Colbert pondered the crisis long and anxiously, and deliberately decided that it would be cheapest to cut the knot by war. In his letters Colbert discussed the situation in all its bearings, and dilated upon his disappointments and mortifications. In 1669 he lamented the stagnation of French commerce. He estimated that out of the 20,000 ships doing the traffic of the world, the Dutch owned 15,000 or 16,000, and the French 500 or 600, at most. The final blow, which is said to have almost broken his heart, came in 1670, when, just as the French East India Company admitted itself to be practically insolvent, the Dutch Company divided forty per cent. From that moment Colbert recognized peaceful competition as impossible, and nerved himself for war. In May, 1672, Turenne crossed the frontier at the head of a great army, and the campaign opened which is the point of departure for all subsequent European history down to Waterloo.

Nor was the action of Colbert exceptional. On the contrary, he obeyed a natural law. Every animal when cornered will fight, and every nation always has fought and always will fight when sufficiently pressed, each choosing those weapons which it deems aptest. The French chose arms, and in this case they were justified by the apparent probabilities of a conflict.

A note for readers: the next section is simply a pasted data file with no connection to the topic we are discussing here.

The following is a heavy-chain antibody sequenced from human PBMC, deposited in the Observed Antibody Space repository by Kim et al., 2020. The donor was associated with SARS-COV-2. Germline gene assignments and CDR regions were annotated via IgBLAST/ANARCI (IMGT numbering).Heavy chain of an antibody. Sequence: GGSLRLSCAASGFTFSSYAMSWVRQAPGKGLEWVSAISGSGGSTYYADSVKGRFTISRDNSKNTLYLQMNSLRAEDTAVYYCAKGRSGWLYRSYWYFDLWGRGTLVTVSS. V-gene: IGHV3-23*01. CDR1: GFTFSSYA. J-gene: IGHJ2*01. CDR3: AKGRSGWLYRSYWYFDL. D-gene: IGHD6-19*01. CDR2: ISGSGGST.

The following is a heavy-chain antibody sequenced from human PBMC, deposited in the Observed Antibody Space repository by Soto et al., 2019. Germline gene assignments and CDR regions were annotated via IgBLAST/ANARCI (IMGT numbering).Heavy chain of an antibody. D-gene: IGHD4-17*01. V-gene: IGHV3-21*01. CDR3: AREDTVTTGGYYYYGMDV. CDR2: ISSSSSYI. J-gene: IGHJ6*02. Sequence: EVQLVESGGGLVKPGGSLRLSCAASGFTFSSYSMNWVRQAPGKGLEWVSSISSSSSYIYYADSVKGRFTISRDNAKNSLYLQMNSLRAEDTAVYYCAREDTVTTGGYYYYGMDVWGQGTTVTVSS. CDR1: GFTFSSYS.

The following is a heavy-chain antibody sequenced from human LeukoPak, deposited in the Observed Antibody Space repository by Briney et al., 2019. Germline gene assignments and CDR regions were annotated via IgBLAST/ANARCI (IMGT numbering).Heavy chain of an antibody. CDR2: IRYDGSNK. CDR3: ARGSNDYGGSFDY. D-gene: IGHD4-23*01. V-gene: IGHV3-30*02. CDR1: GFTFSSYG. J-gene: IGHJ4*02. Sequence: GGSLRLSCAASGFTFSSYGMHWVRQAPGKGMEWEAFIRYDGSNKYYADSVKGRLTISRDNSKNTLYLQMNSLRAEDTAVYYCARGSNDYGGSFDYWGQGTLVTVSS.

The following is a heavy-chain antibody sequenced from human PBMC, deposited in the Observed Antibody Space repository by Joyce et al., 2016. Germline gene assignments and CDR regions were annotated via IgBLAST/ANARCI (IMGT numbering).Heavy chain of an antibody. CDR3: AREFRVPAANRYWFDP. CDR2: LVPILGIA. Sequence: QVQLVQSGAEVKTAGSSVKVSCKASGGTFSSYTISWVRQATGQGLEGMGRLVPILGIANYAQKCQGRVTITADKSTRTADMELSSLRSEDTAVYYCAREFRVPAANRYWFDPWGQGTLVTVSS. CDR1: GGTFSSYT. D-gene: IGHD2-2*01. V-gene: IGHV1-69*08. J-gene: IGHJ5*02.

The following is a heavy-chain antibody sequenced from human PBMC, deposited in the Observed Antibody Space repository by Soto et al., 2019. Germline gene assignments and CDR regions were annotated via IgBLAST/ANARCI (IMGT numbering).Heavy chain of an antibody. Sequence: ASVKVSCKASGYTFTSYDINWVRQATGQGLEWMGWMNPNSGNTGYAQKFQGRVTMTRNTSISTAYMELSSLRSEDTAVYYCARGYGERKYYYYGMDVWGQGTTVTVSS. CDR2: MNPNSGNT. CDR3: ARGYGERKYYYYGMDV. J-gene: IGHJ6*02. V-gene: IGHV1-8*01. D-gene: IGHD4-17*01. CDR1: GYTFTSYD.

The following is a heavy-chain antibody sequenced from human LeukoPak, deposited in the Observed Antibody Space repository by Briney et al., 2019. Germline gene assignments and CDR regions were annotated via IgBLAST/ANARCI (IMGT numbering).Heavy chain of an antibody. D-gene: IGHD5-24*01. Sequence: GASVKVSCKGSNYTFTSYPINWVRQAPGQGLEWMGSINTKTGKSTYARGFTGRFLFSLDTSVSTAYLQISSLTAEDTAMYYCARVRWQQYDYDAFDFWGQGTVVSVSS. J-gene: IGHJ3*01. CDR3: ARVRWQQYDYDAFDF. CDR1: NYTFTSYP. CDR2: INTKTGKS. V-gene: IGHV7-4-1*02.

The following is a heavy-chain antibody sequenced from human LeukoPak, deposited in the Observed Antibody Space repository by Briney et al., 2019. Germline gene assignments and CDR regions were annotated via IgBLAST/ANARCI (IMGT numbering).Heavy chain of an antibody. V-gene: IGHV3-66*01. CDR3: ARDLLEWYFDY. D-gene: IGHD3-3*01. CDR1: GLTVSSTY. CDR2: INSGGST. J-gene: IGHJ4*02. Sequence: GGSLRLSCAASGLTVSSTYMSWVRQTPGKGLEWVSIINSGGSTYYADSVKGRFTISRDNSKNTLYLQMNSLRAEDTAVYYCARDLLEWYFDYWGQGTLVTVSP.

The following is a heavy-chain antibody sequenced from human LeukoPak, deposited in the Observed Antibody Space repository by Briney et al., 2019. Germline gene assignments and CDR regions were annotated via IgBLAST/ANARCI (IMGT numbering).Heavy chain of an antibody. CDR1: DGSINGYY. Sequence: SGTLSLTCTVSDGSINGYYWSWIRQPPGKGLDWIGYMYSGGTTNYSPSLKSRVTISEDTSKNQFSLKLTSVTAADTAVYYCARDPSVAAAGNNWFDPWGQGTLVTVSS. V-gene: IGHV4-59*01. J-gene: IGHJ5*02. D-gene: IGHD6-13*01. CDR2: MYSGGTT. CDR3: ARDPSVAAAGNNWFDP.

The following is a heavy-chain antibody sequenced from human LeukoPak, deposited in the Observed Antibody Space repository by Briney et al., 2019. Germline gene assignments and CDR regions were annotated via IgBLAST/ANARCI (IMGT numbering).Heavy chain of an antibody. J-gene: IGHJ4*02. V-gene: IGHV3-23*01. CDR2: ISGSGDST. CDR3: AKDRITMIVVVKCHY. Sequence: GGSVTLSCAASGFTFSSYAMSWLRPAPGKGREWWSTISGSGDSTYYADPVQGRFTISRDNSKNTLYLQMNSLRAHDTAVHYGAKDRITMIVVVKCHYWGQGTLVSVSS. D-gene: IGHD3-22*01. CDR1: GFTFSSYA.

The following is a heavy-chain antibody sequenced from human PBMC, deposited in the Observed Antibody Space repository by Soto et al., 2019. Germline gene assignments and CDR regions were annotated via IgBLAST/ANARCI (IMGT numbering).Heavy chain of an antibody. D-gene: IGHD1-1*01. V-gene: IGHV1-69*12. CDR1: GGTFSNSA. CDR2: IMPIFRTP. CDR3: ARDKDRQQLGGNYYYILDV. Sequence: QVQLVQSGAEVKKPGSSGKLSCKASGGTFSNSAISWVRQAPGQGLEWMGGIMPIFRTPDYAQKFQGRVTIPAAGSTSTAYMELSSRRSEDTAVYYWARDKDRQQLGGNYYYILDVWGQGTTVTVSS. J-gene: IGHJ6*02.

If it be conceded that war is a form of economic competition, war must be regarded as a speculation; a hazardous one, it is true, but one deserving to be tried, where the chance of gain outweighs the risk of loss. To Colbert it seemed, in 1672, that he risked little, and might win much.

His deadliest enemy lay before him, rich and defenseless. There could be no doubt as to the value of the spoil, should Louis prevail. Amsterdam was opulent. As late as the time of Adam Smith, the Bank of Amsterdam held the position occupied by the Bank of England during the last century, while the commerce of the country exceeded that of all the other nations combined. Furthermore, if Holland was rich, she was peaceful. The navy still retained its energy, but the population had become urban, and not only was the army small, but of questionable courage. Lastly, the Dutch were divided among themselves, and torn between the Orange and the De Witt factions.